Contrary to what many people sadly believe, istikhāra is not at all related to finding out who performed witchcraft or black-magic upon someone. Nor is it a divine license that permits its practitioner to cause harm to an individual. In fact, the pristine understanding of istikhāra is that it is an act of worship with a pure context. Its reality will, InShāʾAllāh, be looked into shortly.
Before that, let us be clear that a family member suffering from a mental illness does not necessarily mean they have been given ‘the eye’, nor that an evil person from the outside has paid someone else to cast a magic spell on them.
Moving on to the true meaning of istikhāra, Jābir b. ʿAbdillāh ؓ has mentioned it with great clarity in a ḥadīth recorded in Ṣaḥīḥ al-Bukhārī. In it, he says that the Prophet ﷺ used to teach his companions istikhāra just as he would teach a sūra from the Qurʾān. He ﷺ used to say:
«إذا هم أحدكم بالأمر فليركع ركعتين من غير الفريضة، ثم ليقل: اللهم إني أستخيرك بعلمك، وأستقدرك بقدرتك، وأسألك من فضلك العظيم؛ فإنك تقدر ولا أقدر، وتعلم ولا أعلم، وأنت علام الغيوب. اللهم إن كنت تعلم أن هذا الأمر خير لي في ديني ومعاشي وعاقبة أمري – أو قال: عاجل أمري وآجله – فاقدره لي ويسره لي، ثم بارك لي فيه؛ وإن كنت تعلم أن هذا الأمر شر لي في ديني ومعاشي وعاقبة أمري – أو قال: في عاجل أمري وآجله – فاصرفه عني واصرفني عنه، واقدر لي الخير حيث كان ثم أرضني به»
“When one of you intends to do something, he should perform two units of non-obligatory prayer and then say: ‘O Allāh, verily I seek the better [of either choice] from You, by Your knowledge; and I seek ability from You, by Your power; and I ask You from Your immense bounty. For indeed You have power, and I am powerless; You have knowledge, and I know not; You are the Knower of the unseen realms. O Allāh, if You know that this matter is good for me, with regard to my religion, my livelihood and the end of my affair, then decree it for me, facilitate it for me, and grant me blessing in it. And if You know that this matter is bad for me, with regard to my religion, my livelihood and the end of my affair, then turn it away from me and me from it; and decree for me better than it, wherever it may be, and make me content with it.’”
There are many lessons to be learnt from this ḥadīth alone.
Firstly, it is clear what the purpose of istikhāra really is: Essentially, it is a prayer that will help with decision-making. For example, this prayer is to be performed when unsure about whether to buy a certain house, marry a potential spouse, launch a new project, etc.
This much is sufficient to falsify the notion that istikhāra is a method someone performs in order to find out the culprit behind a covert attempt of witchcraft. There is no indication in the above ḥadīth to support this belief – rather, quite the contrary. As a matter of fact, it is impossible to identify the practitioner of the supposed wizardry through istikhāra, since it is not a yes/no situation wherein a decision is to be made. If anything, the concept of istikhāra being related to black-magic, the eye or Jinn possession is nothing more than an unsubstantiated superstition.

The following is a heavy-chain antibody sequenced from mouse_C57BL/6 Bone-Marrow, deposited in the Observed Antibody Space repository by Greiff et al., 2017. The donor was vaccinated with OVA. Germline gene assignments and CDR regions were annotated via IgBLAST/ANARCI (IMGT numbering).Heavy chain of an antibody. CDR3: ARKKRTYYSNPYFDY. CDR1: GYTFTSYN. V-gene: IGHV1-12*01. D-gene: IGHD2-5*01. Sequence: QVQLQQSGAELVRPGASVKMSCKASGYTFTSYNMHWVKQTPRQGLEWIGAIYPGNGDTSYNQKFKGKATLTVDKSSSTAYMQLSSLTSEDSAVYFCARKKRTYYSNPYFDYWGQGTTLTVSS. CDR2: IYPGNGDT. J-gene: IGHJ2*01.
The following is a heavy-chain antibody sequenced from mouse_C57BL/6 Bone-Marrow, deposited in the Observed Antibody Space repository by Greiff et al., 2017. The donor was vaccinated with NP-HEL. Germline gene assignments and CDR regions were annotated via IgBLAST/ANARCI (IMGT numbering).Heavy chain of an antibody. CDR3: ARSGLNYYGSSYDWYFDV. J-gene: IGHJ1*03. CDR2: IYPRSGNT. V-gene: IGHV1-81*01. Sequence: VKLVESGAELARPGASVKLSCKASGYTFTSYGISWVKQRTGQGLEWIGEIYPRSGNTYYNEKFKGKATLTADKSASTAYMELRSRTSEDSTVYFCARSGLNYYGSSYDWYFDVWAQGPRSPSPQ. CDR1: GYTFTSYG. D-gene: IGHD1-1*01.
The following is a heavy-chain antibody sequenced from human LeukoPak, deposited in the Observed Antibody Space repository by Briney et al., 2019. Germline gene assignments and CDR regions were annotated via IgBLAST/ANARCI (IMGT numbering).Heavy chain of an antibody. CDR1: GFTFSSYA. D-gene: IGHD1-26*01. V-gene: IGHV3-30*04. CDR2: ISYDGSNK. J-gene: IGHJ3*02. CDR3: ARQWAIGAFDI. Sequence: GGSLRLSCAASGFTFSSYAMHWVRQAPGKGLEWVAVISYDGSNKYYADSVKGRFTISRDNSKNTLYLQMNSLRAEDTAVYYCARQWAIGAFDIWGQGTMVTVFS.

Secondly, the wording of the ḥadīth teaches the person who encounters the predicament is to perform the prayer himself. I have heard a teacher of mine, Shaykh Muhammad Saleem Dhorat, explain this in the following way: The ḥadīth reads ‘فليركع ركعتين’, not ‘فليلتمس الشيخ الصالح الذي يركع له ركعتين’ – i.e. ‘he should perform two units of prayer’, not ‘he should seek a pious Shaykh who will perform two units of prayer on his behalf’.
From this, it is evident that the practice of paying a pseudo-sage thousands of pounds to perform the prayer, or even having a superstitious aunt do it, is completely contrary to the above teaching. The wording of the ḥadīth is not all inclusive that it can be extended onto requesting someone else to perform the prayer.
Thirdly, the prayer is to be performed with the intent of seeking divine blessing in the ‘matter’ or refraining from undertaking it. This shows with further clarity that anyone performing a prayer in the name of istikhāra with the intention to track down an individual and physically or mentally harm them is misusing the pure name for an evil agenda.
Other misconceptions with regard to istikhāra include those that are related to its method and result(s). For further reading, see Shaykh Muhammad Saleem Dhorat’s leaflet titled Istikhārah: Its Method and Some Misconceptions.
May Allāh ﷻ enable us to understand the true concept of istikhāra, act upon it, propagate it to others, and eradicate the false superstitions from the umma. Āmīn.
 Al-Bukhārī (1162). Translation taken from al-Shurunbulālī, Abū ’l-Ikhlāṣ, Ascent to Felicity, White Thread Press (2012), London, trans. Faraz A. Khan, p. 193.
 A digital edition in text format is available to read on the Shaykh’s website, At-Tazkiyah. See http://www.at-tazkiyah.com/index.php?option=com_content&view=article&id=103:istikhrah-its-method-and-some-misconceptions&catid=6:articles&Itemid=14 (accessed on 25th July 2016).